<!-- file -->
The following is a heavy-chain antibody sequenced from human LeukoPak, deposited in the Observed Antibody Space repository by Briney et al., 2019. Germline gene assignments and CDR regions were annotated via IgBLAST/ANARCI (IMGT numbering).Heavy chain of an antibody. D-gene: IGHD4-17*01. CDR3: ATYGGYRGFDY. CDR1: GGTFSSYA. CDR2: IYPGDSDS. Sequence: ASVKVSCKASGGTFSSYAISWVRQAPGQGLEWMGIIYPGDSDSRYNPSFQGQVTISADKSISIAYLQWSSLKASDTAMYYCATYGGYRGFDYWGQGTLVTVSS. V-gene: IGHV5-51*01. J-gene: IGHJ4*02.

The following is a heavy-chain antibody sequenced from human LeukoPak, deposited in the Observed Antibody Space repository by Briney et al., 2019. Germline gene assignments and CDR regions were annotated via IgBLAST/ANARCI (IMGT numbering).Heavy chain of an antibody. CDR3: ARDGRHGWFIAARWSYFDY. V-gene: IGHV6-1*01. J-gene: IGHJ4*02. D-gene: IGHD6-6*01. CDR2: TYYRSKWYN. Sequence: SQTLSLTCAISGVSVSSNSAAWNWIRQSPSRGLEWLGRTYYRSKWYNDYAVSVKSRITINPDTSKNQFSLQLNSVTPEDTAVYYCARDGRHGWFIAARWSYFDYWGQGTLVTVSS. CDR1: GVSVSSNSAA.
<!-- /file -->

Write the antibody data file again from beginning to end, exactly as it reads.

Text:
The following is a heavy-chain antibody sequenced from human LeukoPak, deposited in the Observed Antibody Space repository by Briney et al., 2019. Germline gene assignments and CDR regions were annotated via IgBLAST/ANARCI (IMGT numbering).Heavy chain of an antibody. D-gene: IGHD4-17*01. CDR3: ATYGGYRGFDY. CDR1: GGTFSSYA. CDR2: IYPGDSDS. Sequence: ASVKVSCKASGGTFSSYAISWVRQAPGQGLEWMGIIYPGDSDSRYNPSFQGQVTISADKSISIAYLQWSSLKASDTAMYYCATYGGYRGFDYWGQGTLVTVSS. V-gene: IGHV5-51*01. J-gene: IGHJ4*02.

The following is a heavy-chain antibody sequenced from human LeukoPak, deposited in the Observed Antibody Space repository by Briney et al., 2019. Germline gene assignments and CDR regions were annotated via IgBLAST/ANARCI (IMGT numbering).Heavy chain of an antibody. CDR3: ARDGRHGWFIAARWSYFDY. V-gene: IGHV6-1*01. J-gene: IGHJ4*02. D-gene: IGHD6-6*01. CDR2: TYYRSKWYN. Sequence: SQTLSLTCAISGVSVSSNSAAWNWIRQSPSRGLEWLGRTYYRSKWYNDYAVSVKSRITINPDTSKNQFSLQLNSVTPEDTAVYYCARDGRHGWFIAARWSYFDYWGQGTLVTVSS. CDR1: GVSVSSNSAA.